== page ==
The airborne vehicle advantageously has a control unit, which is connected to the guidance unit and is connected to means for target searching. In this case, the guidance unit is controlled via the control unit towards the targets on the basis of the signal from the means for target searching. In the case of a fire on an oil drilling platform, for example, the firefighter cannot approach within several kilometres of the central fire area on marine vessels or aircraft, owing to the extreme amount of heat and the hazardous smoke that have developed. It is impossible to control the airborne vehicle via a line of sight link into the fire. However, this problem can be overcome by the combination of a control unit with a guidance unit, in conjunction with target-searching means. This results in a guided airborne vehicle, which can fly to a target automatically without any further human action being required after the guided airborne vehicle has been launched or fired.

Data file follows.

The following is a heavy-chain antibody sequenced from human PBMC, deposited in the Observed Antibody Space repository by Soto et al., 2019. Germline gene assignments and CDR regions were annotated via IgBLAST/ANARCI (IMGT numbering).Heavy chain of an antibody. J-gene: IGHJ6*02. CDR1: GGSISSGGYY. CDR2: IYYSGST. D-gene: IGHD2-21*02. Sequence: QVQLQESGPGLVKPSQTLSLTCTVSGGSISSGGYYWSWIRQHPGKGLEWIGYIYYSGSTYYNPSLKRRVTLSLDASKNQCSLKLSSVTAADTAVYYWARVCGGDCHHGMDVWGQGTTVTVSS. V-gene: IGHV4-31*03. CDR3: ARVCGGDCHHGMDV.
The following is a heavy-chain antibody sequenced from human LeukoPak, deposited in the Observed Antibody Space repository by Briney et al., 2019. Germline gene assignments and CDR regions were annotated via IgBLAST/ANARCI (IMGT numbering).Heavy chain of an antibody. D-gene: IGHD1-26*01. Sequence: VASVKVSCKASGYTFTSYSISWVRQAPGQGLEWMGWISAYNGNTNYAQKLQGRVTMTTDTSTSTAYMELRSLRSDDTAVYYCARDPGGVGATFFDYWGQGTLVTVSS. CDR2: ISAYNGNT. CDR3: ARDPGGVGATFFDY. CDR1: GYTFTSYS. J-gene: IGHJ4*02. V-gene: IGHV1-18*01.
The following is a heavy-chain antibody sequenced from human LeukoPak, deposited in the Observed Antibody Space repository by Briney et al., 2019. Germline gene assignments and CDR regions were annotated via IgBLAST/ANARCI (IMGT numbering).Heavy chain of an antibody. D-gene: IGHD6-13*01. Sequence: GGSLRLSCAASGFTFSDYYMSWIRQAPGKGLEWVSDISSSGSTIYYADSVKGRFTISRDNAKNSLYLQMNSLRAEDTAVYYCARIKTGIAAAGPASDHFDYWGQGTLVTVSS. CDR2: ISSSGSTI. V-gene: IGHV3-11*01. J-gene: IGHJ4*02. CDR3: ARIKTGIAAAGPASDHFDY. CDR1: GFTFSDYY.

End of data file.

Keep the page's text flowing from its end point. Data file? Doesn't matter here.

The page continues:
A global positioning system, GPS, is advantageously used as the means for target searching. The airborne vehicle which can be guided can be flown automatically to the target without any external intervention by means of its GPS, on the basis of the target coordinates which are predetermined as fixed before the airborne vehicle is launched or fired. This ensures not only that the source of the fire is reached, but also that the firefighters are protected. An airborne vehicle such as this can also otherwise be used for firefighting in inaccessible regions, such as ravines, valleys, steep slopes or mountains, where fires can be effectively extinguished by means of mist extinguishing. In order to utilize the GPS in an appropriately worthwhile manner, the airborne vehicle equipped with a GPS generally also has its own propulsion system.